• Eri Sasaki, then a 21-year-old part-time model with a role as an extra in one of Ratner's film said she was required to wear a skimpy outfit on set. She claims that Ratner approached her, ran his index finger down her bare stomach and asked if she wanted to go into a bathroom with him. When she said no, she said Ratner said, "Don't you want to be famous?" Singer said Ratner has no recollection of the alleged incident.
  • Jorina King, then a background actress, said Ratner asked her to come to his trailer and demanded to see her breasts. She declined and hid in a restroom. Singer called King's claims "absurd" and "nonsensical."

His defenders' claims:

  • "I have represented Mr. Ratner for two decades, and no woman has ever made a claim against him for sexual misconduct or sexual harassment," Singer said in a 10-page letter to The Times. "Furthermore, no woman has ever requested or received any financial settlement from my client."
  • Five of Ratner's former assistants said they never witnessed inappropriate behavior. David Steiman, his assistant from 1999-2004, said he never saw Ratner mistreat women and would be "shocked" if such conduct occurred.

Go deeper

Updated 4 hours ago - Politics & Policy

Supreme Court backs religious groups on New York coronavirus restrictions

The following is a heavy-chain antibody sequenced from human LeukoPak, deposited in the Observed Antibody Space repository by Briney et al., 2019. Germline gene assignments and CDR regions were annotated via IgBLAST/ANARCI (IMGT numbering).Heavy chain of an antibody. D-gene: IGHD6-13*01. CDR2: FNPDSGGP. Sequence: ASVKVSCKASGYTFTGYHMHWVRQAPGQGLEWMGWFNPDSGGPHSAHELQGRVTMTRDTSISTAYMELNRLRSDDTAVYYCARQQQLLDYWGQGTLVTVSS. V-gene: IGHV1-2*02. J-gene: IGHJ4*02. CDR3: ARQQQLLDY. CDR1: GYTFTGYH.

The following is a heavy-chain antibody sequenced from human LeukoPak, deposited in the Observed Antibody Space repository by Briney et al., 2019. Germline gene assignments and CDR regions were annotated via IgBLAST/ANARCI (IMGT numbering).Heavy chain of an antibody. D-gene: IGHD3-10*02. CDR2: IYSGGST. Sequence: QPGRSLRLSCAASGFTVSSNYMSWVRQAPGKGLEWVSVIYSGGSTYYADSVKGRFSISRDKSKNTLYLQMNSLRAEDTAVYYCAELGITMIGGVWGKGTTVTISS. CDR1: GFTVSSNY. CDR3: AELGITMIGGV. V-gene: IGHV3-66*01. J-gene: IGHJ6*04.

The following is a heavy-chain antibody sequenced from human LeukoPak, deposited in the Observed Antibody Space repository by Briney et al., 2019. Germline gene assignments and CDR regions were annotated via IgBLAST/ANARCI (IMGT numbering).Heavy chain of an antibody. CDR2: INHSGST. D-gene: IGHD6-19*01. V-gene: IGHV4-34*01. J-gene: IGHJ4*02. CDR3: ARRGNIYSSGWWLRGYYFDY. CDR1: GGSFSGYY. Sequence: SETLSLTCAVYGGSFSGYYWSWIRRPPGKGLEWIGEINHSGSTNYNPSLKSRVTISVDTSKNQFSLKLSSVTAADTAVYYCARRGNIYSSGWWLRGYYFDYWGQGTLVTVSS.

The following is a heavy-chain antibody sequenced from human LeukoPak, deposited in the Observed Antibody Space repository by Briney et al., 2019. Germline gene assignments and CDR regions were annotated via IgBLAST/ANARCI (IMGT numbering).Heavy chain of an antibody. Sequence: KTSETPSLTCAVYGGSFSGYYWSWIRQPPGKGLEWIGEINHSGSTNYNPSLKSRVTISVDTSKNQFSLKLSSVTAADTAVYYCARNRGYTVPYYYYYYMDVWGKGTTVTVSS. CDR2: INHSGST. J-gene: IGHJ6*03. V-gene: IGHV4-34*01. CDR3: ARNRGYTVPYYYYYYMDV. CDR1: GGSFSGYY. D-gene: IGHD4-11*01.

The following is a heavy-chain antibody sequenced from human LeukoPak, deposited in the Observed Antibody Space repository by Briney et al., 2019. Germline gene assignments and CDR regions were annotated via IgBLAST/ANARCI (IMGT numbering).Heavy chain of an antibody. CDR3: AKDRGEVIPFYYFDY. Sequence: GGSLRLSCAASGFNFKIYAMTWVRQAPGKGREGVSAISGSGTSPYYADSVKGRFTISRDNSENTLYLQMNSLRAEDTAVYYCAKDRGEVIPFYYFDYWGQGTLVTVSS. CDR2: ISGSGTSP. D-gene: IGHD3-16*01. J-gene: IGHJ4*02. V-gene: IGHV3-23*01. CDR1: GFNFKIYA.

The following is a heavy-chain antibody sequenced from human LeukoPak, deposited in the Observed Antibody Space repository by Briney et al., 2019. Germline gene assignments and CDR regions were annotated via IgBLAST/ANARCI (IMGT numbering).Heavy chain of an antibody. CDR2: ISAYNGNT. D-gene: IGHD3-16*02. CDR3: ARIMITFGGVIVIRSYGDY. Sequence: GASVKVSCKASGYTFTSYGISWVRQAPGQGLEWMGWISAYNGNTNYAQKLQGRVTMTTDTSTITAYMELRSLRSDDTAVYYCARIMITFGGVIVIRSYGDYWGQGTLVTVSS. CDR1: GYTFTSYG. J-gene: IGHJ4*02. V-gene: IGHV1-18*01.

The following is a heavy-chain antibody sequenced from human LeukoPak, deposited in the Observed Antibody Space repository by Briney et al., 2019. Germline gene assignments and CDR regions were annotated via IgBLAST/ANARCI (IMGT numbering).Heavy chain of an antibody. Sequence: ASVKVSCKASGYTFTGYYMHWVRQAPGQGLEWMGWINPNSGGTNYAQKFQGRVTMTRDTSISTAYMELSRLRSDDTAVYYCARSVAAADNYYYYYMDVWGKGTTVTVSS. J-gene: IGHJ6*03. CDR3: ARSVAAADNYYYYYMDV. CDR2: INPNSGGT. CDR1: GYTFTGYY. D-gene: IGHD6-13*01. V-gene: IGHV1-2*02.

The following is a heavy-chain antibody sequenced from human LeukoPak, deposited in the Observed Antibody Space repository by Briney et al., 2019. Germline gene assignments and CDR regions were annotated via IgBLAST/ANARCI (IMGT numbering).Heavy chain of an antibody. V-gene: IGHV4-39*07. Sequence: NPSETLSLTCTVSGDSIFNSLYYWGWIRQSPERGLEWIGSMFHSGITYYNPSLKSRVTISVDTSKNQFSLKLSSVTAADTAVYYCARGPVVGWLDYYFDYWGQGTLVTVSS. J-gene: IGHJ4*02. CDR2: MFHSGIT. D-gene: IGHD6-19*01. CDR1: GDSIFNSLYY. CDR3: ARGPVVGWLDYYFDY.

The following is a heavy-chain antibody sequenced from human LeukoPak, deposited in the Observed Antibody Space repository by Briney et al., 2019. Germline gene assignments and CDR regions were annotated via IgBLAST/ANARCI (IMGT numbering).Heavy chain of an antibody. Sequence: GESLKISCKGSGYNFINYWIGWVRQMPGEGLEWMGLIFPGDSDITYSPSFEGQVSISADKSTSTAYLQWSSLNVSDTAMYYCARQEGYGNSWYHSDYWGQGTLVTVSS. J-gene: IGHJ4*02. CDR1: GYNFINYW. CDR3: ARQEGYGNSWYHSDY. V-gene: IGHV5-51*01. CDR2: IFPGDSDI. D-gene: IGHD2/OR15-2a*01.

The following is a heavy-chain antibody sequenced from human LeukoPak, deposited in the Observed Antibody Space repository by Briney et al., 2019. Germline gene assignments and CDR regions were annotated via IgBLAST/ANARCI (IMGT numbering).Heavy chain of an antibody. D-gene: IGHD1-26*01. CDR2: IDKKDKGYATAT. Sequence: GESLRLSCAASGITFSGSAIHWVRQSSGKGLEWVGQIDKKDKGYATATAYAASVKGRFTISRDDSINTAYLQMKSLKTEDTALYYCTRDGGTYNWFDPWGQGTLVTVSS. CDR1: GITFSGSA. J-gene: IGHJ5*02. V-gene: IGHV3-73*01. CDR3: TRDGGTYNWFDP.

Photo: Saul Loeb/AFP via Getty Images

The U.S. Supreme Court ruled late Wednesday that restrictions previously imposed on New York places of worship by Gov. Andrew Cuomo (D) during the coronavirus pandemic violated the First Amendment.

Why it matters: The decision in a 5-4 vote heralds the first significant action by the new President Trump-appointed conservative Justice Amy Coney Barrett, who cast the deciding vote in favor of the Catholic Church and Orthodox Jewish synagogues.

USAID chief tests positive for coronavirus

An Air Force cargo jet delivers USAID supplies to Russia earlier this year. Photo: Mikhail Metzel/TASS via Getty Images

The acting administrator of the United States Agency for International Development informed senior staff Wednesday he has tested positive for coronavirus, two sources familiar with the call tell Axios.

Why it matters: John Barsa, who staffers say rarely wears a mask in their office, is the latest in a series of senior administration officials to contract the virus. His positive diagnosis comes amid broader turmoil at the agency following the election.

Bryan Walsh, author of Future
11 hours ago - Health

COVID-19 shows a bright future for vaccines

Illustration: Annelise Capossela/Axios

Promising results from COVID-19 vaccine trials offer hope not just that the pandemic could be ended sooner than expected, but that medicine itself may have a powerful new weapon.

Why it matters: Vaccines are, in the words of one expert, "the single most life-saving innovation ever," but progress had slowed in recent years. New gene-based technology that sped the arrival of the COVID vaccine will boost the overall field, and could even extend to mass killers like cancer.

Get Axios AM in your inbox

Catch up on coronavirus stories and special reports, curated by Mike Allen everyday

Please enter a valid email.

Please enter a valid email.

Subscription failed
Thank you for subscribing!